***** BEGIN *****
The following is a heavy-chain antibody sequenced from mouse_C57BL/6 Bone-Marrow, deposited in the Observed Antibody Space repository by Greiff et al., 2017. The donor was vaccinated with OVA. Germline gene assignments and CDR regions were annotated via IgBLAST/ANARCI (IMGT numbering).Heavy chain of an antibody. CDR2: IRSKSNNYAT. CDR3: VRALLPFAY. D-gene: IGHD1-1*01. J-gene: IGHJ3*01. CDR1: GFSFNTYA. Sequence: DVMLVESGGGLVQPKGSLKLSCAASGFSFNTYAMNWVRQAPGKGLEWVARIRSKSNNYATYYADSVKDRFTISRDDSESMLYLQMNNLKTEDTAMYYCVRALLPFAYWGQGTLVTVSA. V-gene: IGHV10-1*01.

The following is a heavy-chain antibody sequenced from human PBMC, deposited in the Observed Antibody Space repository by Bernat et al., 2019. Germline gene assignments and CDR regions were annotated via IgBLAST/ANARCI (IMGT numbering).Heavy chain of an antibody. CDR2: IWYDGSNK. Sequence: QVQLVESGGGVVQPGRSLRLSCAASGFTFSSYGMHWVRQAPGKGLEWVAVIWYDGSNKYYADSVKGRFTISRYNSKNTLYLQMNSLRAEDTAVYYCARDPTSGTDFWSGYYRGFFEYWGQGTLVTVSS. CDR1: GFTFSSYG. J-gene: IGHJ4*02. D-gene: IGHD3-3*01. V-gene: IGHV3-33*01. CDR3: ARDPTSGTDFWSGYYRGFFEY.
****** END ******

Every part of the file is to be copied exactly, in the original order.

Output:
The following is a heavy-chain antibody sequenced from mouse_C57BL/6 Bone-Marrow, deposited in the Observed Antibody Space repository by Greiff et al., 2017. The donor was vaccinated with OVA. Germline gene assignments and CDR regions were annotated via IgBLAST/ANARCI (IMGT numbering).Heavy chain of an antibody. CDR2: IRSKSNNYAT. CDR3: VRALLPFAY. D-gene: IGHD1-1*01. J-gene: IGHJ3*01. CDR1: GFSFNTYA. Sequence: DVMLVESGGGLVQPKGSLKLSCAASGFSFNTYAMNWVRQAPGKGLEWVARIRSKSNNYATYYADSVKDRFTISRDDSESMLYLQMNNLKTEDTAMYYCVRALLPFAYWGQGTLVTVSA. V-gene: IGHV10-1*01.

The following is a heavy-chain antibody sequenced from human PBMC, deposited in the Observed Antibody Space repository by Bernat et al., 2019. Germline gene assignments and CDR regions were annotated via IgBLAST/ANARCI (IMGT numbering).Heavy chain of an antibody. CDR2: IWYDGSNK. Sequence: QVQLVESGGGVVQPGRSLRLSCAASGFTFSSYGMHWVRQAPGKGLEWVAVIWYDGSNKYYADSVKGRFTISRYNSKNTLYLQMNSLRAEDTAVYYCARDPTSGTDFWSGYYRGFFEYWGQGTLVTVSS. CDR1: GFTFSSYG. J-gene: IGHJ4*02. D-gene: IGHD3-3*01. V-gene: IGHV3-33*01. CDR3: ARDPTSGTDFWSGYYRGFFEY.